The first such excerpt was from Colson Whitehead’s “The Underground Railroad,” a book that went on to win both a National Book Award and a Pulitzer Prize. So from the start, the bar for these excerpts has been extremely high.

As senior editor for the Labs team, I’m responsible for identifying potential excerpts, and when our team learned in September that Elena Ferrante, the popular Italian author, had a novel scheduled to be published in English in 2020, we immediately made inquiries.

Not only is Ms. Ferrante critically lauded, but she’s also become a global phenomenon. Her Neapolitan quartet of novels have been published in 48 countries and have sold 16 million copies worldwide. Dozens of publications, including The Times, had named her upcoming novel, “The Lying Life of Adults,” as one of the most anticipated books of 2020. In short, a new novel from Ms. Ferrante is news — and precisely the kind of special reading experience that we at Labs hope to bring to weekend print subscribers.

We also understood that, even among celebrity authors, Ms. Ferrante was a singular case. While most authors are inclined — either through temperament or the coercion of their publishers — to undertake every opportunity to publicize a book, she is famously averse to attention. “Elena Ferrante” is a pseudonym for an anonymous author whose real name is a well-protected secret.

She rarely grants interviews (and those must be conducted by email) and is so mysterious that, in the earliest days of her success, some observers wondered if she existed at all. Others have speculated that the author is, in fact, a man, and a few critics and scholars have undertaken baroque investigations in an attempt to unveil her identity. Her publisher, Europa Editions, was happy to cooperate with a potential excerpt, but her U.S. editor warned us that Ms. Ferrante’s involvement might range from limited to nonexistent.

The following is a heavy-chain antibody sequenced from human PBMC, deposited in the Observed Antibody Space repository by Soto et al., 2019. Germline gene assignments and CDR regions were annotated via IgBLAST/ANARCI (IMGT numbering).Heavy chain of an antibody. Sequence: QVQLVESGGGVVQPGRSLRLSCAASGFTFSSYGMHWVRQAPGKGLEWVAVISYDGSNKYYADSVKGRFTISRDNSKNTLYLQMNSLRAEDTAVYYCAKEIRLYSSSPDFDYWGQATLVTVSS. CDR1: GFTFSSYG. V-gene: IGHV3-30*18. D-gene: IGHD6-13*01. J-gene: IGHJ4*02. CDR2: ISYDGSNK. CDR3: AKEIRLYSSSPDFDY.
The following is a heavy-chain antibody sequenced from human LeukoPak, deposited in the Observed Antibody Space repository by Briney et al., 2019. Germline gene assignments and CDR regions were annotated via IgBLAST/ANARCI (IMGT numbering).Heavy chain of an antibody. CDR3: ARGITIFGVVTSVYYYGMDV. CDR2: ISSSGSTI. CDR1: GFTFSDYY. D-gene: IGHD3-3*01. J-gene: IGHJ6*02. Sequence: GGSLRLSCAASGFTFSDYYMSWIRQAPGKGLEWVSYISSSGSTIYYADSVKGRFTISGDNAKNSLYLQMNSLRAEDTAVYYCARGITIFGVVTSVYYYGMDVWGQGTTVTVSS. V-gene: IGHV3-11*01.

After making first contact in December 2019, we began negotiations over the excerpt that continued for months. The novel, about a young girl in Naples who discovers a trove of family secrets, was originally set to be published in early June, but the pandemic prompted a delay until fall. For Labs, the notion of providing a sneak peek of an anticipated new book by a beloved author seemed all the more enticing during a national lockdown, so we agreed to postpone the excerpt to coincide with the book’s U.S. publication on Sept. 1.

Next, there was the question of the excerpt itself. The selections published by Mag Labs are lengthy — often 15,000 words or more. Creating a compelling and coherent reading experience at that length demands a certain level of editorial intervention; for example, the excision of story lines and subplots that may fit perfectly in the longer novel but that don’t pay off (or even make sense) within an excerpt.

Traditionally, in crafting these excerpts, we work fairly closely with the authors. In this case, the author is an anonymous recluse accessible only through emails sent to her English-language publishers.

When our edit was ready, we sent it for Ms. Ferrante’s approval. All correspondence with her was routed through her English-language publisher, who forwarded it to her Italian editors, who sent it along to her, then relayed her response. We never had direct contact with her. (Her celebrated translator, Ann Goldstein, who has also been interviewed in our section, works the same way — she has never met or interacted with Ms. Ferrante directly.)

A note came back explaining that, while she was happy overall, she had never before acquiesced to such extensive editorial intervention. She asked that ellipses be placed everywhere in the text where we had made an editorial change. This was an unusual request, one I had never encountered before.